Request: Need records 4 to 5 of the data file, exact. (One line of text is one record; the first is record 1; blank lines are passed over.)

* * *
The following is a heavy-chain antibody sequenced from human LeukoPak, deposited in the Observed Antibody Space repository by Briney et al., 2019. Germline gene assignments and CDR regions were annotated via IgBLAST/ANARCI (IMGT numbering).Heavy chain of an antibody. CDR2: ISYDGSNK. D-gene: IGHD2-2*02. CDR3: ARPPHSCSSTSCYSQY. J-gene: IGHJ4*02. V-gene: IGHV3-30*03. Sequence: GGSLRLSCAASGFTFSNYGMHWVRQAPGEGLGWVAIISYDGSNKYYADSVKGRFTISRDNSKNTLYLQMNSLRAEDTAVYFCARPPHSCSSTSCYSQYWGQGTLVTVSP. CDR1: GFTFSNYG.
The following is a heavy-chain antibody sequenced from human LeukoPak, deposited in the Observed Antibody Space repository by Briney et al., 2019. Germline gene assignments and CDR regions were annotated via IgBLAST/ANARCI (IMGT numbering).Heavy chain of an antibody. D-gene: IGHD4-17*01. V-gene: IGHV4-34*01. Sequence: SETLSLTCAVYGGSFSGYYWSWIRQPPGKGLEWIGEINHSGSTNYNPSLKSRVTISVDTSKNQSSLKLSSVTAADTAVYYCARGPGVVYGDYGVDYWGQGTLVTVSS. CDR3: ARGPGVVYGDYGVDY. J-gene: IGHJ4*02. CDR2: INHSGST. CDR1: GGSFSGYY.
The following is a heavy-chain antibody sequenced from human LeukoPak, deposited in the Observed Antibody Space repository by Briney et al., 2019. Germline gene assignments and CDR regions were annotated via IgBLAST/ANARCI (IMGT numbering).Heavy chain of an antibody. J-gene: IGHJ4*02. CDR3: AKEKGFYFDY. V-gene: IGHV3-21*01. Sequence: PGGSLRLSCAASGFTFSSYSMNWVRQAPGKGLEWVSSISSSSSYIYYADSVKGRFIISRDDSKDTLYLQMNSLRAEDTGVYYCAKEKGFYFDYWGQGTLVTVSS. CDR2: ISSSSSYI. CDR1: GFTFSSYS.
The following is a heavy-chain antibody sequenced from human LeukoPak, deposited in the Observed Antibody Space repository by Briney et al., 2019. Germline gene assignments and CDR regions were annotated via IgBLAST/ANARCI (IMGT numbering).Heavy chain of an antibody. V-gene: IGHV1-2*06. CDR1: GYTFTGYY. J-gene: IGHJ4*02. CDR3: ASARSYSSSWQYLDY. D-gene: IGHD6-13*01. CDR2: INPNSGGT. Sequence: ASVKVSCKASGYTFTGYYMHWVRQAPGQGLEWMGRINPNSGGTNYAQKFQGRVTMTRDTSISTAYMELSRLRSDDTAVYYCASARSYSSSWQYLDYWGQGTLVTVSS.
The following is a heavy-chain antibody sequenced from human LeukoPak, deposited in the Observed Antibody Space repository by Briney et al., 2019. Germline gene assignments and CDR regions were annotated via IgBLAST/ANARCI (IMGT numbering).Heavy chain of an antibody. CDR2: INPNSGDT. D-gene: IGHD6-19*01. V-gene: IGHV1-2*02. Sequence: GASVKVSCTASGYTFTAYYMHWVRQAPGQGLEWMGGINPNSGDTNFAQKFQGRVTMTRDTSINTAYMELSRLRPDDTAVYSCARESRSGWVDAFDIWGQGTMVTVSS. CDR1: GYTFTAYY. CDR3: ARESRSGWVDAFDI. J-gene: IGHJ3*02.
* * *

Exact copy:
The following is a heavy-chain antibody sequenced from human LeukoPak, deposited in the Observed Antibody Space repository by Briney et al., 2019. Germline gene assignments and CDR regions were annotated via IgBLAST/ANARCI (IMGT numbering).Heavy chain of an antibody. V-gene: IGHV1-2*06. CDR1: GYTFTGYY. J-gene: IGHJ4*02. CDR3: ASARSYSSSWQYLDY. D-gene: IGHD6-13*01. CDR2: INPNSGGT. Sequence: ASVKVSCKASGYTFTGYYMHWVRQAPGQGLEWMGRINPNSGGTNYAQKFQGRVTMTRDTSISTAYMELSRLRSDDTAVYYCASARSYSSSWQYLDYWGQGTLVTVSS.
The following is a heavy-chain antibody sequenced from human LeukoPak, deposited in the Observed Antibody Space repository by Briney et al., 2019. Germline gene assignments and CDR regions were annotated via IgBLAST/ANARCI (IMGT numbering).Heavy chain of an antibody. CDR2: INPNSGDT. D-gene: IGHD6-19*01. V-gene: IGHV1-2*02. Sequence: GASVKVSCTASGYTFTAYYMHWVRQAPGQGLEWMGGINPNSGDTNFAQKFQGRVTMTRDTSINTAYMELSRLRPDDTAVYSCARESRSGWVDAFDIWGQGTMVTVSS. CDR1: GYTFTAYY. CDR3: ARESRSGWVDAFDI. J-gene: IGHJ3*02.